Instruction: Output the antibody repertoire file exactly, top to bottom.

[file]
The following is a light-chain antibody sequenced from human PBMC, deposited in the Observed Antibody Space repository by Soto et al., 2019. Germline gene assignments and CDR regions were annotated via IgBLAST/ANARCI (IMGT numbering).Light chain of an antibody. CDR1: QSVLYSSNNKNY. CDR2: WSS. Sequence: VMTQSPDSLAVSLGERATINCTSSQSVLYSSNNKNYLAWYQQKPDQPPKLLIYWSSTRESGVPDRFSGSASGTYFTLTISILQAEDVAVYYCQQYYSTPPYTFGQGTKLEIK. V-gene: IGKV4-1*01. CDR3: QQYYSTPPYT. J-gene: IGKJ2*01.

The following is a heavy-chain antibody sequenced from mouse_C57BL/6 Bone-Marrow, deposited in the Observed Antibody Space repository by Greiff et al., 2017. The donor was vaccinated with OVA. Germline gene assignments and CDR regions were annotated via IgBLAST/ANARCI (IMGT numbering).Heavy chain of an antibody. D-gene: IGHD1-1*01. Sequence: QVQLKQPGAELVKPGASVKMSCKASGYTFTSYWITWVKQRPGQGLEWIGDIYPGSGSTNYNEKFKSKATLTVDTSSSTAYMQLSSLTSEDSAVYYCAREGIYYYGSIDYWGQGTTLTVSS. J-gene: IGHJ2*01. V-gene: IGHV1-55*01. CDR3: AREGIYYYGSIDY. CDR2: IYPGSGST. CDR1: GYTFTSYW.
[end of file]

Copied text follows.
The following is a light-chain antibody sequenced from human PBMC, deposited in the Observed Antibody Space repository by Soto et al., 2019. Germline gene assignments and CDR regions were annotated via IgBLAST/ANARCI (IMGT numbering).Light chain of an antibody. CDR1: QSVLYSSNNKNY. CDR2: WSS. Sequence: VMTQSPDSLAVSLGERATINCTSSQSVLYSSNNKNYLAWYQQKPDQPPKLLIYWSSTRESGVPDRFSGSASGTYFTLTISILQAEDVAVYYCQQYYSTPPYTFGQGTKLEIK. V-gene: IGKV4-1*01. CDR3: QQYYSTPPYT. J-gene: IGKJ2*01.

The following is a heavy-chain antibody sequenced from mouse_C57BL/6 Bone-Marrow, deposited in the Observed Antibody Space repository by Greiff et al., 2017. The donor was vaccinated with OVA. Germline gene assignments and CDR regions were annotated via IgBLAST/ANARCI (IMGT numbering).Heavy chain of an antibody. D-gene: IGHD1-1*01. Sequence: QVQLKQPGAELVKPGASVKMSCKASGYTFTSYWITWVKQRPGQGLEWIGDIYPGSGSTNYNEKFKSKATLTVDTSSSTAYMQLSSLTSEDSAVYYCAREGIYYYGSIDYWGQGTTLTVSS. J-gene: IGHJ2*01. V-gene: IGHV1-55*01. CDR3: AREGIYYYGSIDY. CDR2: IYPGSGST. CDR1: GYTFTSYW.